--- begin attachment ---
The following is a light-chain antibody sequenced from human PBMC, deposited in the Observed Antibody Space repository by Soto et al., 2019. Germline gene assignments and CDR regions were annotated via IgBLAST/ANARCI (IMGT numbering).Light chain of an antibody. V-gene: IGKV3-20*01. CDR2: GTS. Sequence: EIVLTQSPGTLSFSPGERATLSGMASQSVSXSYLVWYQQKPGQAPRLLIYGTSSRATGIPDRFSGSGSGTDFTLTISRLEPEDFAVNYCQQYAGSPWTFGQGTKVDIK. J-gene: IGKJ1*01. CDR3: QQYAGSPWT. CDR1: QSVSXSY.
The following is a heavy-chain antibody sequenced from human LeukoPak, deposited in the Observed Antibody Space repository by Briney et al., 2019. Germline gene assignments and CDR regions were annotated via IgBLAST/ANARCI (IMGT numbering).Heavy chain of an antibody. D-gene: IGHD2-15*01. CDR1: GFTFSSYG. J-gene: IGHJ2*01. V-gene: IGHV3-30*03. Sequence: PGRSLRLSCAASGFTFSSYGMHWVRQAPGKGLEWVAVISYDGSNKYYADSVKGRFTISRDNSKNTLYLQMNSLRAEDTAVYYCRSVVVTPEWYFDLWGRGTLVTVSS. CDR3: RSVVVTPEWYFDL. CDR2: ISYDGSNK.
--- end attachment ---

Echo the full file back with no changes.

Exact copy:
The following is a light-chain antibody sequenced from human PBMC, deposited in the Observed Antibody Space repository by Soto et al., 2019. Germline gene assignments and CDR regions were annotated via IgBLAST/ANARCI (IMGT numbering).Light chain of an antibody. V-gene: IGKV3-20*01. CDR2: GTS. Sequence: EIVLTQSPGTLSFSPGERATLSGMASQSVSXSYLVWYQQKPGQAPRLLIYGTSSRATGIPDRFSGSGSGTDFTLTISRLEPEDFAVNYCQQYAGSPWTFGQGTKVDIK. J-gene: IGKJ1*01. CDR3: QQYAGSPWT. CDR1: QSVSXSY.
The following is a heavy-chain antibody sequenced from human LeukoPak, deposited in the Observed Antibody Space repository by Briney et al., 2019. Germline gene assignments and CDR regions were annotated via IgBLAST/ANARCI (IMGT numbering).Heavy chain of an antibody. D-gene: IGHD2-15*01. CDR1: GFTFSSYG. J-gene: IGHJ2*01. V-gene: IGHV3-30*03. Sequence: PGRSLRLSCAASGFTFSSYGMHWVRQAPGKGLEWVAVISYDGSNKYYADSVKGRFTISRDNSKNTLYLQMNSLRAEDTAVYYCRSVVVTPEWYFDLWGRGTLVTVSS. CDR3: RSVVVTPEWYFDL. CDR2: ISYDGSNK.